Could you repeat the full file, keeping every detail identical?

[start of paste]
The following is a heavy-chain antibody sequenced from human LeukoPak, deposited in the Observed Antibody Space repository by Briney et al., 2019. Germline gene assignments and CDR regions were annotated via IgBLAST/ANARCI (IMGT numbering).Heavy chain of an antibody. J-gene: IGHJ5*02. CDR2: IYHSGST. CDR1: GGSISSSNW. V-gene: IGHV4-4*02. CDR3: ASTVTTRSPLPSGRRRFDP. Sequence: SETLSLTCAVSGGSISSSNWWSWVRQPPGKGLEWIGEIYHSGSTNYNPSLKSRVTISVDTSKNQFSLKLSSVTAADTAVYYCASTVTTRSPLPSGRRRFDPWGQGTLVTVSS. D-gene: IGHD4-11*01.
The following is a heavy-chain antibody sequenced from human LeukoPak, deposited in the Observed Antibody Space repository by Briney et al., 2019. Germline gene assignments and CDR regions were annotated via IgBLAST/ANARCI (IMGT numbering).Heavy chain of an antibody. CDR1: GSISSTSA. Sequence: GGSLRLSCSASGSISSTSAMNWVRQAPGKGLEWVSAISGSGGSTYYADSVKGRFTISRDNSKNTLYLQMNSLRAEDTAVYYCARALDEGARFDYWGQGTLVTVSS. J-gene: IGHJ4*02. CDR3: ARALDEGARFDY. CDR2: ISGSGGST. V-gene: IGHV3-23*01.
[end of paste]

The following is a heavy-chain antibody sequenced from human LeukoPak, deposited in the Observed Antibody Space repository by Briney et al., 2019. Germline gene assignments and CDR regions were annotated via IgBLAST/ANARCI (IMGT numbering).Heavy chain of an antibody. J-gene: IGHJ5*02. CDR2: IYHSGST. CDR1: GGSISSSNW. V-gene: IGHV4-4*02. CDR3: ASTVTTRSPLPSGRRRFDP. Sequence: SETLSLTCAVSGGSISSSNWWSWVRQPPGKGLEWIGEIYHSGSTNYNPSLKSRVTISVDTSKNQFSLKLSSVTAADTAVYYCASTVTTRSPLPSGRRRFDPWGQGTLVTVSS. D-gene: IGHD4-11*01.
The following is a heavy-chain antibody sequenced from human LeukoPak, deposited in the Observed Antibody Space repository by Briney et al., 2019. Germline gene assignments and CDR regions were annotated via IgBLAST/ANARCI (IMGT numbering).Heavy chain of an antibody. CDR1: GSISSTSA. Sequence: GGSLRLSCSASGSISSTSAMNWVRQAPGKGLEWVSAISGSGGSTYYADSVKGRFTISRDNSKNTLYLQMNSLRAEDTAVYYCARALDEGARFDYWGQGTLVTVSS. J-gene: IGHJ4*02. CDR3: ARALDEGARFDY. CDR2: ISGSGGST. V-gene: IGHV3-23*01.